A Father in the shadows

Joseph was the earthly shadow of the heavenly Father: he watched over him and protected him, never leaving him to go his own way. In Joseph, we see that Father not born but made. We see that a man does not become a father simply by bringing a child into the world, but by taking up the responsibility to take care of the child. Children today often seem to be orphans, lacking fathers. The world needs fathers who truly loves and in Joseph we see a father who truly loves.

Chewing Sticks

The Apostolic letter leaves one with many to ponder, many to embrace as guiding principles as we continue to live through life. A few of them are listed below:

  1. Amidst the tempest of life, we must never be afraid to let the Lord steer our course. At times, we want to be in complete control, but God always sees the bigger picture. Therefore, we must allow him to take the lead.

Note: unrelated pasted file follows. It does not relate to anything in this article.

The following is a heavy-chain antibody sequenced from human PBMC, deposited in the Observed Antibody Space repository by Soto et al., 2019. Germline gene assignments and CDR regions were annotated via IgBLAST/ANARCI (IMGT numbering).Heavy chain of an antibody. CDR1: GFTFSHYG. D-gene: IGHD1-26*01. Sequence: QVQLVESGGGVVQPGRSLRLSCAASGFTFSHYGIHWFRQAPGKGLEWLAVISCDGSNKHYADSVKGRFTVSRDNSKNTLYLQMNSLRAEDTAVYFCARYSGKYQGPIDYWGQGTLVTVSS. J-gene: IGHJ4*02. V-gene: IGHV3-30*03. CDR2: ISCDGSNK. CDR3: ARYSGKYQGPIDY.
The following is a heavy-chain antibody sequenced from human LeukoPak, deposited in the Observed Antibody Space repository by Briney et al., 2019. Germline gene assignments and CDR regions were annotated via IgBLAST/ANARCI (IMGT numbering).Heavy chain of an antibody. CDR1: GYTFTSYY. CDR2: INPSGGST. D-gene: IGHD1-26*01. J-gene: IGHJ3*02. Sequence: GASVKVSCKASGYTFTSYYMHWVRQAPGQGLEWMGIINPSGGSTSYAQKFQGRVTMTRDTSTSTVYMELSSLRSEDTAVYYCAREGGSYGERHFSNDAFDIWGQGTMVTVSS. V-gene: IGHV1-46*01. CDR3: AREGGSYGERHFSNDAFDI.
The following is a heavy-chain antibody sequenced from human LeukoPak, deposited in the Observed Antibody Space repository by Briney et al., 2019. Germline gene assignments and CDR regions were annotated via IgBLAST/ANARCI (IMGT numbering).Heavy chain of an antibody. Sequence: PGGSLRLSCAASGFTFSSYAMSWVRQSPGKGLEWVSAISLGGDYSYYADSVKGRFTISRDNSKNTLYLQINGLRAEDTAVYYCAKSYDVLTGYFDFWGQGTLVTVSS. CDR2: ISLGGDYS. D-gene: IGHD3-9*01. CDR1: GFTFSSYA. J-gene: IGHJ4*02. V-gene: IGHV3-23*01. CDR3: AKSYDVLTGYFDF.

2. St. Joseph reminds us that simplicity rules the world. He reminds us that those who appear hidden or in the shadows play an incomparable role in the history of salvation. To them, we all owe words of recognition and gratitude.
  3. Joseph’s attitude towards the infant Jesus and his bethrothed spouse encourages us to accept and welcome others as they are, without exception and to shows pecial concern for the weak, for God chooses what is weak (Cf. 1 Cor. 1:27)
  4. If at times God chooses not to help us, surely this does not mean we have been abandoned, but instead, are being trusted to plan, to be creative and to find solutions ourselves. In this, God journeys with us and sees us through. May our reverence for Joseph bring us to a continuous love for the Child Jesus and his mother. As we journey through the rest of the year, though Satan should buffer and trials come, we shall conquer and it shall be well with our souls. Amen.
  5. This article first appeared HERE.